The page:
The posterior strip was cut adjacent to the temporal side of the ONH. S-Superior; I-Inferior; N-Nasal; T-Temporal.

The thickness and width of each strip was measured using high frequency B-mode ultrasound (Vevo660, VisualSonics, Toronto) as described previously.[45] The center frequency of the ultrasound imaging system is 55MHz, with an axial resolution of 30 μm and a lateral resolution of 62.5 μm. Briefly, three thickness measurements and one width measurement were taken at each of three cross-sectional scans along the central gage length. The averages of the nine total thickness measurements and three width measurements were used in further analysis. Prior to testing, the scleral strips were kept at 4°C and stored in phosphate buffered saline (PBS) solution. All mechanical testing was performed within 6 hours of strip excision.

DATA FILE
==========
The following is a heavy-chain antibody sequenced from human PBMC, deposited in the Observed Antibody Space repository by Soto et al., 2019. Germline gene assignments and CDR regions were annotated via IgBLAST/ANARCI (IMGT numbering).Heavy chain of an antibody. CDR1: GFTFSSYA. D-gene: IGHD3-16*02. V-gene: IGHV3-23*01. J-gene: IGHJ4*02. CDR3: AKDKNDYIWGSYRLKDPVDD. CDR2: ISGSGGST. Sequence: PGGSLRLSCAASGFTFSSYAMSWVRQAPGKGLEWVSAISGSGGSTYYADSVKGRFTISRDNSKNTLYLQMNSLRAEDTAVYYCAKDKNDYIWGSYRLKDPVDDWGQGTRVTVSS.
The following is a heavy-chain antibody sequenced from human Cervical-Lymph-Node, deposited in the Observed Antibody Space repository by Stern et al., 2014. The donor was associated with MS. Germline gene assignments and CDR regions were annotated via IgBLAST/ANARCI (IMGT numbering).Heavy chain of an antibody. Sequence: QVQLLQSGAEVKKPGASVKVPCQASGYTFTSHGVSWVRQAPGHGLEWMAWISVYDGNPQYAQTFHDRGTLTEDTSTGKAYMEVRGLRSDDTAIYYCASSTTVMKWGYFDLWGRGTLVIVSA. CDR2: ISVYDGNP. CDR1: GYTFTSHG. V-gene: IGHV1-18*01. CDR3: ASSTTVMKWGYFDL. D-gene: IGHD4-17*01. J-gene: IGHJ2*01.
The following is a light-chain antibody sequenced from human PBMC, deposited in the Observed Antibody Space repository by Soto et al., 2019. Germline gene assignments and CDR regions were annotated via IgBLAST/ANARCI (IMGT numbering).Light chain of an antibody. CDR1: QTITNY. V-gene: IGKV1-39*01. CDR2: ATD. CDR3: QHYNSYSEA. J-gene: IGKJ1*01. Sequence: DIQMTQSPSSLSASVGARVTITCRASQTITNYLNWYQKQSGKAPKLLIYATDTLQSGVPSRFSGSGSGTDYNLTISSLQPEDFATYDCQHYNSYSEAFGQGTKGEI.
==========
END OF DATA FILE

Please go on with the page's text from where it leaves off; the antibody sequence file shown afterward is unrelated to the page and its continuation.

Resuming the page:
Dynamic mechanical analysis (DMA) was first performed after sample mounting. DMA is one of the standard methods to determine the viscoelastic properties of a material.[46] A small amplitude, cyclic strain is used to induce a cyclic stress response. For a given sinusoidal strain, the resulting stress response will be sinusoidal if the applied strain is small enough so that the tissue can be approximated as linearly viscoelastic.[46, 47] For purely elastic material, the stress will be in phase with the applied strain; while a viscoelastic material will result in a phase lag δ. The ratio of the stress to strain along with the phase lag δ between the stress response and the applied strain are used to calculate the viscoelastic properties including the complex modulus E* and the loss tangent “tan(δ),” assuming linear viscoelasticity. The complex modulus E*, which can be thought as the overall resistance to deformation under dynamic loading (calculated as the ratio between the stress and the strain), has two components: the storage modulus (elastic component) and the loss modulus (viscous component). The loss tangent tan(δ), which is equal to the ratio of the loss modulus to storage modulus, represents the damping ability of the tissue.